As the world now reels from multiple climate change catastrophies – this 2010 documentary featuring Biodynamics farmer and teacher Peter Proctor gives real hope that organic-biodynamic agriculture can save the world from desertification and severe water shortage.
“Biodynamic Agriculture is Spiritual Agriculture” – Peter Proctor
The farmer featured in the ‘One Man, One Cow, One Planet’ documentary Peter Proctor ‘crossed’ the threshold at age 89.
Peter was 69 when he first went to India to introduce Biodynamic Agriculture at the Indore University in India– he had only one-good eye (the other was a glass eye, result of a farm accident); yet he had the stamina of a ‘Malee bull’ wrote Dr Leigh Davison, another BD pioneer who had accompanied Peter on one of his earliest trips to India. (Leigh – waste water management lecturer, was the co-founder of Dhamanandar, Biodynamic-Zen Buddhist community in the Shannon, Lismore – Australia. )
Before going to India – in the early 1990s – Peter had stopped over in Singapore where he introduced biodynamic farming and Waldorf education. He was hosted by Nazli Anwari and Bernard Harrison of the Zoological gardens and in return Peter gave talks in the Zoo and led zoo staff in the making of bd compost using zoo poo!.
Peter also gave a talk – to a huge crowd – at Organic Paradise café, then roused us all to take a bumboat over to Pulau Ubin, to make BD compost there. On another occasion, Peter visited Kampung Senang Charity and Education Foundation in Tampines where they had just started an organic ‘farm’. He ‘blessed’ the farm with a sprinkling of bd horn manure.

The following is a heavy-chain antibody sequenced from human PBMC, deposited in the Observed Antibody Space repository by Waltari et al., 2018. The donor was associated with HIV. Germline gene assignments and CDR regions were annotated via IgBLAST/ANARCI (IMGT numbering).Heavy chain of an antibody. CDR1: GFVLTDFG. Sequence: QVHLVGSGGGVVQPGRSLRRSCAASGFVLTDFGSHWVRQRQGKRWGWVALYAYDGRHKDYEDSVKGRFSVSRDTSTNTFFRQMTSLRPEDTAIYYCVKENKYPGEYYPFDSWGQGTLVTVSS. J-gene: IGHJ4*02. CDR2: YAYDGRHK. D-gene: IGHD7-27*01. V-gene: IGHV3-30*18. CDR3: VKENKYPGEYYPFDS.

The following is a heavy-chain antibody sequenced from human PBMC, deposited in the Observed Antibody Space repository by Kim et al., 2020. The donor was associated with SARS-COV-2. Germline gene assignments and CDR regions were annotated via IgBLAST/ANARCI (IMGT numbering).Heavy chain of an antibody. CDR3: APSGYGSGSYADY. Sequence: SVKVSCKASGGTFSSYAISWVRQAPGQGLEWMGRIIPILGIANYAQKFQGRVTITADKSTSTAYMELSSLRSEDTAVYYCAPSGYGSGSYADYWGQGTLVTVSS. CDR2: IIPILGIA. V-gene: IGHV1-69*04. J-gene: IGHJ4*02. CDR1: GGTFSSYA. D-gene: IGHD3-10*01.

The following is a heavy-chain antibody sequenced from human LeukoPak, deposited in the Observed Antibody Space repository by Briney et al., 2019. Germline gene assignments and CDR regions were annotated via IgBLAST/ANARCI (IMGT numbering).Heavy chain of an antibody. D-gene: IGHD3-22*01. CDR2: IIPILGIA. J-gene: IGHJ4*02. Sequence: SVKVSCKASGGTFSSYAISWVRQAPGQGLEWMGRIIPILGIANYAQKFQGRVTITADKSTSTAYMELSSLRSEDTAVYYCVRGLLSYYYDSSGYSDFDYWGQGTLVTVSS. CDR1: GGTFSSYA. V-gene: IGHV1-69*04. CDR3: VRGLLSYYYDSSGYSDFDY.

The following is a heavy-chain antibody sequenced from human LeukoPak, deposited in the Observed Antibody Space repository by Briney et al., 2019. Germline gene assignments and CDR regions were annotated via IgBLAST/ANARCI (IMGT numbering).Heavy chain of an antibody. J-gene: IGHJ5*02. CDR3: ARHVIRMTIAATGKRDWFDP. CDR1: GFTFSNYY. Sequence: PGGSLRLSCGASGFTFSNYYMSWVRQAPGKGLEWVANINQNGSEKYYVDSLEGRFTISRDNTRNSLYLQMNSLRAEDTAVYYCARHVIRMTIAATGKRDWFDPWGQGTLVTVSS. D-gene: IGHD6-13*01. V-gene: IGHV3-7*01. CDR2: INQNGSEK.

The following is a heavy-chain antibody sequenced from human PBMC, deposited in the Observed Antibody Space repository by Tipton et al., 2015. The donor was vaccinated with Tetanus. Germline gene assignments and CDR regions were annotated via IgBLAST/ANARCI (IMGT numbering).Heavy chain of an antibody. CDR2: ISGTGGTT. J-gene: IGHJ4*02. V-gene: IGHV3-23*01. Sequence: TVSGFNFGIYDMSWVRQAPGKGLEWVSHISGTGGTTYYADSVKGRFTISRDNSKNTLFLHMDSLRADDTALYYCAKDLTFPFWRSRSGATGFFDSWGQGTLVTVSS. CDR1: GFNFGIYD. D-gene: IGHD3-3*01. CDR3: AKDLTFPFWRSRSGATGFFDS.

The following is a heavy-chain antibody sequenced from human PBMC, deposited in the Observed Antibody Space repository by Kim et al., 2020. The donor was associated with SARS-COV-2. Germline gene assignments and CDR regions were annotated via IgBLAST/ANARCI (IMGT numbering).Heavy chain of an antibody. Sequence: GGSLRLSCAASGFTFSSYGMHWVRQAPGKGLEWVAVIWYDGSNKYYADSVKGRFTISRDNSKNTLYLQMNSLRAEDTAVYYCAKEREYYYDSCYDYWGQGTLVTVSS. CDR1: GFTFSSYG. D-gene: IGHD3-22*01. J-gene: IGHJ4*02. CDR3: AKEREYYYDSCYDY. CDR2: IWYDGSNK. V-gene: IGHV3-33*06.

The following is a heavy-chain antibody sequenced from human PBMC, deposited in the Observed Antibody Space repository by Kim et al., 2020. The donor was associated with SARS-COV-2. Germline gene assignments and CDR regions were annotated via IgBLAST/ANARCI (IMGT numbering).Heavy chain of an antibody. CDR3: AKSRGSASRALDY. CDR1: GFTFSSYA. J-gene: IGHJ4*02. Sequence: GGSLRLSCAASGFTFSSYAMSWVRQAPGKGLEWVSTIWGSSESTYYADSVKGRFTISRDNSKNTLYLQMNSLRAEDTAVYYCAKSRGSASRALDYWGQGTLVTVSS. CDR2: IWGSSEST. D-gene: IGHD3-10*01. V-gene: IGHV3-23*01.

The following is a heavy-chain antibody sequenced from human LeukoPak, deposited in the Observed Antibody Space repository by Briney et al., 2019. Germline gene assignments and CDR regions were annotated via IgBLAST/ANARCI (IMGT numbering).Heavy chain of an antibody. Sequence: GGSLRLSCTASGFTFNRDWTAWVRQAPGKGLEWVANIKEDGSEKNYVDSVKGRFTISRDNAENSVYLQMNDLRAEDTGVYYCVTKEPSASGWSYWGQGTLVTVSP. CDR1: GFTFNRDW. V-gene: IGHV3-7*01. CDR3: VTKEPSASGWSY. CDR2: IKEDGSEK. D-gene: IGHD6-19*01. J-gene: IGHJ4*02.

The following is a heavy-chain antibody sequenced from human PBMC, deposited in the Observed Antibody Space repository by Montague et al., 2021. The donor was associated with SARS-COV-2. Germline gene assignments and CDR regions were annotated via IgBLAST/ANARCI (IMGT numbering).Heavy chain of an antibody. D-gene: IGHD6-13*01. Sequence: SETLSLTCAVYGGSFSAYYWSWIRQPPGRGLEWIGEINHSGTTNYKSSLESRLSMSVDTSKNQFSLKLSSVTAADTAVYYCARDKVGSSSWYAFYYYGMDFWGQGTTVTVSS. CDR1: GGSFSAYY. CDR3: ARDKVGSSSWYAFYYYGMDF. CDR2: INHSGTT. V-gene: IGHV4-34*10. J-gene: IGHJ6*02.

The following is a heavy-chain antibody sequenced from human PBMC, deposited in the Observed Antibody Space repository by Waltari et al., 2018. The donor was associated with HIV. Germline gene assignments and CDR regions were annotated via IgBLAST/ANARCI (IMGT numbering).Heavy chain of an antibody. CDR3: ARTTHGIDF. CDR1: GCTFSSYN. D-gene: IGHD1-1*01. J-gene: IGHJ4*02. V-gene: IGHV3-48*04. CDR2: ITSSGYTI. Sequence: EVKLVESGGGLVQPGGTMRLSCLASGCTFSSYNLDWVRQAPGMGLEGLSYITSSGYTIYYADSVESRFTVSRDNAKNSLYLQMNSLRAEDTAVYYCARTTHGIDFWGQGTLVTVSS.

Peter was also the first trainer-gardener to walk through the elephant grass of Evelyn & Soo’s Green Circle Eco-farm …even before they began farming. Singapore became a regular stop-over on Peter and Rachel Pomeroy, his partner’s, way over to India.
The Indians in India took to Biodynamic farming like ‘duck to water’ because:…..
The Cow is Sacred to the Hindus -. In fact, Peter was so thrilled when he gave his first talk in Southern India – and there was a wall hanging saying:
‘The Goddess of Fertility Lives in the Cow Dung’ .
The cows are holy, they have multiple uses for cow dung and cow urine and they work with Astronomy and Astrology in their daily lives.
Those who practice AGNIHOTRA – the ancient Vedic science of purification of Self and Planet – by burning cow-dung in a copper pyramid at Sunrise and Sunset, well understand the healing powers of cow dung.
Agnihotra practitioners fully appreciate what Biodynamic farmers do with the raw manure they stuff into cow horns to make bd’s best known preparation to ‘bring life back to dead and chemically poisoned soils’.
Peter and Rachel were so enthusiastically welcomed by the Indian farmers that they began making India their permanent home. He also got started on his book ‘Grasp the Nettle’ which became a biodynamic ‘bible’ – it was translated into Hindi too.